This is mostly an ivory tower question, since I can easily just make a new URL endpoint. But basically, I'd like to be able to serve up CSV when the user has the Accept header configured to include text/csv. That's trivial on the server side, but on the client side I don't know how to set the Accept header unless I'm using XHR or some other "non-browser" client. Is there a way in HTML to set the Accept header in a link or in JS to set the Accept header when using window.location?

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    +1, this would be a good use of the protocol features. Unfortunately, you're not going to be able to get the browser to set what it accepts on a normal link. – Brad Dec 3 '13 at 20:42
  • That's what I figured @Brad. Doesn't hurt to ask though :) – Frew Schmidt Dec 3 '13 at 20:48
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    I think this is a HTML defect. If we would be able to set the accept and accept-language headers on the HTML links, life would be much easier. E.g. you would not need to put that info into the URL to make the content cacheable, crawlable, etc... Sharing links would be much harder though... – inf3rno Aug 31 '16 at 14:49

I figure I might as well put this here for the next thousand people looking at the post. You cannot do it.

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    It's sorta funny to me that anyone thinks that answer has anything to do with this question. It works, for a different question. – Frew Schmidt Oct 5 '16 at 17:17


I will leave my original answer below for posterity, but I now see that I didn't really answer the question. There isn't a way to do this "natively", the best approach I can think of would be to use a data uri (http://en.wikipedia.org/wiki/Data_URI_scheme) and have AJAX do the work for you:

// aware that you didn't mention jQuery, but you can do this with or without
var download = function(){
    var mime = this.getAttribute('data-mime-type');
        accepts: mime,
        success: function(data){
            var uri = 'data:'+mime+';charset=UTF-8,' + encodeURIComponent(data);
            window.location = uri;
    return false;

With the same idea used in the example below:

<a href="/some-csv-endpoint" data-mime-type="text/csv">Download CSV</a>

document.querySelectorAll('a[data-mime-type]').onclick = download;

Original Answer

There is no built-in way to force an 'Accept' header on a link (via HTML or Javascript). I think you could pull this off fairly easily using a very small amount of server & client-side code though. Should be easy in any language, my example is PHP:

function get_accepted_headers() {
    $headers = apache_request_headers();
    if(array_key_exists('Accept', $headers)) {
        $accepted = explode(',', $headers['Accept']);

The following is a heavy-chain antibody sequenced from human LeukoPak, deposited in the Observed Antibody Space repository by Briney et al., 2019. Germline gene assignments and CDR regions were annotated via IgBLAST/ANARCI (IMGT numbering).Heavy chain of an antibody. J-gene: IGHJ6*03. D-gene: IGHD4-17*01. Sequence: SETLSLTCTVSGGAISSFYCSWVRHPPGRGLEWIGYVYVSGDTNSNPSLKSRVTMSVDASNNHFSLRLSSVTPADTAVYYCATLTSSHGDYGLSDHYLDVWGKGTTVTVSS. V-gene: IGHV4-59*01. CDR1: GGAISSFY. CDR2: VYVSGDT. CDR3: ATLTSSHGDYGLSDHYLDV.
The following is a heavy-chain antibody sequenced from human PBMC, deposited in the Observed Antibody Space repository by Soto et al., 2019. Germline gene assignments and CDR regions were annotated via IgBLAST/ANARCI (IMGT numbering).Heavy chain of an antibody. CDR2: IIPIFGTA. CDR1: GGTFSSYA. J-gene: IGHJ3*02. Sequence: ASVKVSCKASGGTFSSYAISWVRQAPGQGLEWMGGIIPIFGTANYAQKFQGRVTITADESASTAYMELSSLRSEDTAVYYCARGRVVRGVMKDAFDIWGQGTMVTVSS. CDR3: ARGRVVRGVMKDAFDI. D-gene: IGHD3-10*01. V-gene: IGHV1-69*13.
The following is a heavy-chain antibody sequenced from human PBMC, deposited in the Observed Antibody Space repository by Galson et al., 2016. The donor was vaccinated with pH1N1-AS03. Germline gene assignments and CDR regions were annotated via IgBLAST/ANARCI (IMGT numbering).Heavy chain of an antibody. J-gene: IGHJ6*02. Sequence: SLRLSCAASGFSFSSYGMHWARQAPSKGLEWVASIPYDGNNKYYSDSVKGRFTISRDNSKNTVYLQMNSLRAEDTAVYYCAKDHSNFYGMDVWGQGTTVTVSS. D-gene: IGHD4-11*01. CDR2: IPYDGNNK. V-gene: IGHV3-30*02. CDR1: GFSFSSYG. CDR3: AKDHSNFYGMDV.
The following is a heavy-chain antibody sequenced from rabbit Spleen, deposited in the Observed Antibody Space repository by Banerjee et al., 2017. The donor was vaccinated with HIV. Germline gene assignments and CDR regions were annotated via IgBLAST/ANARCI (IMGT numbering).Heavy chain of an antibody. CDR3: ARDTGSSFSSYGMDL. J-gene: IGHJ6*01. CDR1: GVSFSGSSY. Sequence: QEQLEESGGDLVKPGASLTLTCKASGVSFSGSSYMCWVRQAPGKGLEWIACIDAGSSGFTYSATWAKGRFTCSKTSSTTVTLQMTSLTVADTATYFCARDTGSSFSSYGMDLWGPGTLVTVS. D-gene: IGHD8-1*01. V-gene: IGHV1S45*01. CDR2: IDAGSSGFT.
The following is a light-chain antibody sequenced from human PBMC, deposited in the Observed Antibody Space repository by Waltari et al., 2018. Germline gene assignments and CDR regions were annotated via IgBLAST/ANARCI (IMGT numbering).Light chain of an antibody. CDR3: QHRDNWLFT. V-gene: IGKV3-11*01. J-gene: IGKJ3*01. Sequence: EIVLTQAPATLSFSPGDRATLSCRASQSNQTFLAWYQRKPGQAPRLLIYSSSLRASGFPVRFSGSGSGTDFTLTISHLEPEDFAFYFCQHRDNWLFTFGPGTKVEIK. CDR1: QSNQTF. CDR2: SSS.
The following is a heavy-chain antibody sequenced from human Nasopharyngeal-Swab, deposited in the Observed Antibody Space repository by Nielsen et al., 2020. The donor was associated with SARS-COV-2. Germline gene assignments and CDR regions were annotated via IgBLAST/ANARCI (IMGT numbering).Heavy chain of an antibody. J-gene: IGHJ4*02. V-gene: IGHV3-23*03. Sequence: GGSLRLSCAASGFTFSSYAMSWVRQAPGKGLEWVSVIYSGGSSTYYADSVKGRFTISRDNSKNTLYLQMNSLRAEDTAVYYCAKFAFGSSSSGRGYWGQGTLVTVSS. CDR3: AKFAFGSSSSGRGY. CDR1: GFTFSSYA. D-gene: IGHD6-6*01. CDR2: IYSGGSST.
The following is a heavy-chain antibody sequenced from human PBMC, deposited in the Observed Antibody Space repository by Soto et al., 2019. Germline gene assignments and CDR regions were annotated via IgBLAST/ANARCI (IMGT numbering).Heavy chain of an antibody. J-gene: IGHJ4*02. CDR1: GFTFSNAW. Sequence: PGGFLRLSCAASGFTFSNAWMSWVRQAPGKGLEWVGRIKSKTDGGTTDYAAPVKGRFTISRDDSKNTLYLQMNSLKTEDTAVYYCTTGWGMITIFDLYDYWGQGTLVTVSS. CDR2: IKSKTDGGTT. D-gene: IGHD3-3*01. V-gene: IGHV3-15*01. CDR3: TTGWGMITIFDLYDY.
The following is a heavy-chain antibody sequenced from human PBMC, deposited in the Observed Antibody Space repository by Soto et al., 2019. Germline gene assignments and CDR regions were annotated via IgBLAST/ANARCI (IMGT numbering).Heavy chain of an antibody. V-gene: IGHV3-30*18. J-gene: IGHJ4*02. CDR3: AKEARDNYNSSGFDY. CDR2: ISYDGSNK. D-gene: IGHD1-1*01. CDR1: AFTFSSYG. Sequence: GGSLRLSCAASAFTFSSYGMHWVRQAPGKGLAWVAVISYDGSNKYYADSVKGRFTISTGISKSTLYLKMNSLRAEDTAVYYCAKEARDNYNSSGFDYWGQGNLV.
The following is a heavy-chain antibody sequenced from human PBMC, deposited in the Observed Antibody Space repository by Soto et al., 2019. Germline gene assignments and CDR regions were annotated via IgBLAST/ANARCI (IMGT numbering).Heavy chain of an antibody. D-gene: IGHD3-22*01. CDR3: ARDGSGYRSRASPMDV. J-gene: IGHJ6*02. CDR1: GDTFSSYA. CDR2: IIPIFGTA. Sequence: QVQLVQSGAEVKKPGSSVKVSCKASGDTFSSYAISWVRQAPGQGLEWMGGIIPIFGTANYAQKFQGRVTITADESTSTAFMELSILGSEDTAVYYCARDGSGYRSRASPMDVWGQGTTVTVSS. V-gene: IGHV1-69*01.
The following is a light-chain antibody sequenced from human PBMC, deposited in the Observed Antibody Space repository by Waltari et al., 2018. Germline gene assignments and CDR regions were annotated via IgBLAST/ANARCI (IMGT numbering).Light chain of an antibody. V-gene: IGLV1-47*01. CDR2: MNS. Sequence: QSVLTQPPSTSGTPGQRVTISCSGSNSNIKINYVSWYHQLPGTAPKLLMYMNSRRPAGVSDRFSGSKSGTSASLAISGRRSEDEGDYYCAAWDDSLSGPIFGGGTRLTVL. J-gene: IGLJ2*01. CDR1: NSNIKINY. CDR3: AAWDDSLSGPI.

return $accepted;
    return array();

Add a data-accept attribute to your download links:

<a href="/some-csv-file.csv" data-accept="text/csv">Download CSV</a>

Then attach a click event handler to ensure that the user accepts the specified content type:

// will end up with something like: ["text/html", "application/xhtml+xml", "application/xml;q=0.9", "image/webp", "*/*;q=0.8"]
var user_headers = <?=stripslashes(json_encode(get_accepted_headers()))?>;
var click_header_check = function() {
    var accept = this.getAttribute('data-accept');
    if(user_headers.indexOf(accept) == -1) {
        console.log('User does not explicitly accept content-type: %s', accept);
        return false;
    window.location = this.href;

// attach the event listener
document.querySelector('a[data-accept]').onclick = click_header_check;

Not sure if this is what you were looking for, but hope that it helps.

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  • Yeah, as far as I can tell this doesn't answer the question at all, since the stuff in the fake Accept don't get sent to the server. IE to be clear, I want to OVERRIDE what the browser says – Frew Schmidt Dec 3 '13 at 21:31
  • I suppose I was confused about the question, it appears you want a link to send a different request header and that isn't possible outside of using an XMLHttpRequest and using window.location to 'redirect' user to a data:... url – Rob M. Dec 3 '13 at 21:39

For those still interested, there is a way to do this in pure javascript.

The following code uses JQuery (https://jquery.com/) and FileSaver.js (http://purl.eligrey.com/github/FileSaver.js/blob/master/FileSaver.js) though you could write the respective parts yourself:

//in case of non binary data use:
var type = 'text/xml';
var url = 'http://your_url_here/'
                saveAs(new Blob([data], {type: type}),'filename.txt');                                                                  
        error: function(){
               // Handle errors here
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